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Re: [PATCH v2] xfstests: add test for btrfs-progs restore feature

To: Filipe David Manana <fdmanana@xxxxxxxxx>
Subject: Re: [PATCH v2] xfstests: add test for btrfs-progs restore feature
From: Dave Chinner <david@xxxxxxxxxxxxx>
Date: Wed, 26 Feb 2014 09:11:00 +1100
Cc: "xfs@xxxxxxxxxxx" <xfs@xxxxxxxxxxx>, "linux-btrfs@xxxxxxxxxxxxxxx" <linux-btrfs@xxxxxxxxxxxxxxx>
Delivered-to: xfs@xxxxxxxxxxx
In-reply-to: <CAL3q7H5U2uQyN=z4kjD-fiMk+854URUuf_=0NqUYj4KG4eNsNA@xxxxxxxxxxxxxx>
References: <1393352816-26065-1-git-send-email-fdmanana@xxxxxxxxx> <1393353848-26790-1-git-send-email-fdmanana@xxxxxxxxx> <20140225195420.GX13647@dastard> <CAL3q7H5U2uQyN=z4kjD-fiMk+854URUuf_=0NqUYj4KG4eNsNA@xxxxxxxxxxxxxx>
User-agent: Mutt/1.5.21 (2010-09-15)
On Tue, Feb 25, 2014 at 09:02:43PM +0000, Filipe David Manana wrote:
> On Tue, Feb 25, 2014 at 7:54 PM, Dave Chinner <david@xxxxxxxxxxxxx> wrote:
> > On Tue, Feb 25, 2014 at 06:44:08PM +0000, Filipe David Borba Manana wrote:
> >> This is a regression test to verify that the restore feature of btrfs-progs
> >> is able to correctly recover files that have compressed extents, specially 
> >> when
> >> the respective file extent items have a non-zero data offset field.
> >>
> >> This issue is fixed by the following btrfs-progs patch:
> >>
> >>     Btrfs-progs: fix restore of files with compressed extents
> >>
> >> Signed-off-by: Filipe David Borba Manana <fdmanana@xxxxxxxxx>
> > ....
> >> +seq=`basename $0`
> >> +seqres=$RESULT_DIR/$seq
> >> +echo "QA output created by $seq"
> >> +
> >> +tmp=/tmp/$$
> >> +status=1     # failure is the default!
> >> +trap "_cleanup; exit \$status" 0 1 2 3 15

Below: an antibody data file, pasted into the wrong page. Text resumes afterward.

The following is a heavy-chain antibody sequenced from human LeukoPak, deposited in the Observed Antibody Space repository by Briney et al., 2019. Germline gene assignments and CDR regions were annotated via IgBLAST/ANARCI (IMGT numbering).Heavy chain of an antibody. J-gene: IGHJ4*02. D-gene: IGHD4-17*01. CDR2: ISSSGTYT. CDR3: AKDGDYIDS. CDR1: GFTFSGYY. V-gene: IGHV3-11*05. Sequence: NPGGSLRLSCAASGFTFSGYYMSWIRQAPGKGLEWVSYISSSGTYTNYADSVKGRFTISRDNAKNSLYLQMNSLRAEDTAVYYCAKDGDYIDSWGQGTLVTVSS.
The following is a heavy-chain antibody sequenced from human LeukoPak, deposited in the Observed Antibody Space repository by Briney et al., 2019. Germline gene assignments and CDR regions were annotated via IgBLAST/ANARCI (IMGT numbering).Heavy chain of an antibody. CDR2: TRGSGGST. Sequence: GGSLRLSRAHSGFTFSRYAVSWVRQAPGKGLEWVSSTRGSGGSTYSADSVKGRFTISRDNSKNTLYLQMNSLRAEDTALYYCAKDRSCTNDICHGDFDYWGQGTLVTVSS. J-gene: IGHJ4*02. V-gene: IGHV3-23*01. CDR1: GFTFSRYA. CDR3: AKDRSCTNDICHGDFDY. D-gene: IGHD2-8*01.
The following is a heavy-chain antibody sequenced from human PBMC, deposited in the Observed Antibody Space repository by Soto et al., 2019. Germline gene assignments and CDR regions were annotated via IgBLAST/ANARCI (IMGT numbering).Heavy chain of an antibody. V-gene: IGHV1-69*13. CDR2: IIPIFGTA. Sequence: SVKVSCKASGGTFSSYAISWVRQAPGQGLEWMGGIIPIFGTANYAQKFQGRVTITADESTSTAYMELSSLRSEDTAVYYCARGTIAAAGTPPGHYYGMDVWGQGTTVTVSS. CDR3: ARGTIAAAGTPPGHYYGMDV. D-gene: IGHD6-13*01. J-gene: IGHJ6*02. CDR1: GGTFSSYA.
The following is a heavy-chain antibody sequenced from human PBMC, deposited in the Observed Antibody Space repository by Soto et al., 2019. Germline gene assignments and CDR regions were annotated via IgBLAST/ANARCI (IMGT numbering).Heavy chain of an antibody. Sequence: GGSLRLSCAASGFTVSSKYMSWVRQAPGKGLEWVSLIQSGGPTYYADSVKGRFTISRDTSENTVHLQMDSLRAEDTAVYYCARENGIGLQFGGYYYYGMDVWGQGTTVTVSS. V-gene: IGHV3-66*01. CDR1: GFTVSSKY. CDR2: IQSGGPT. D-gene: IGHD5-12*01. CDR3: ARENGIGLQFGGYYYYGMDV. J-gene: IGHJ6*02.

> >
> > here=`pwd`
> 
> Didn't we agree before, for a previous path, to export "here" from the
> main control skip and then cleanup tests to not redefine it?
> I am confused now :)

Yes, we did, but there's no patch to do that yet. Hence tests need
to define it until the infrastructure is changed.....

> >> +     _scratch_mount $OPTIONS
> >> +
> >> +     $XFS_IO_PROG -f -c "pwrite -S 0xff -b 100000 0 100000" \
> >> +             $SCRATCH_MNT/foo | _filter_xfs_io
> >> +
> >> +     # Ensure a single file extent item is persisted.
> >> +     _run_btrfs_util_prog filesystem sync $SCRATCH_MNT
> >
> > What's the difference here between "sync" and the command run above?
> > Unless there's some specific reason for using the above command (and
> > that needs to be commented), I think that sync(1) should be used
> > instead in all tests.
> 
> I want to force a btrfs transaction commit. Plain old 'sync' would do
> it as well for sure, but that applies against all mounted FSs, while
> btrfs filesystem sync is applied against a single fs.

And the problem with syncing all the filesystems is what?

> Plus, since this is a btrfs specific test, is it non sense to exercise
> commands from btrfs-progs?

At the expense of testing the command that almost every user in
the world uses to sync their filesystems?

> >> +             | _filter_xfs_io
> >> +     $XFS_IO_PROG -c "pwrite -S 0xd0 -b 11 33000 11" $SCRATCH_MNT/foo \
> >> +             | _filter_xfs_io
> >> +     $XFS_IO_PROG -c "pwrite -S 0xbc -b 100 99000 100" $SCRATCH_MNT/foo \
> >> +             | _filter_xfs_io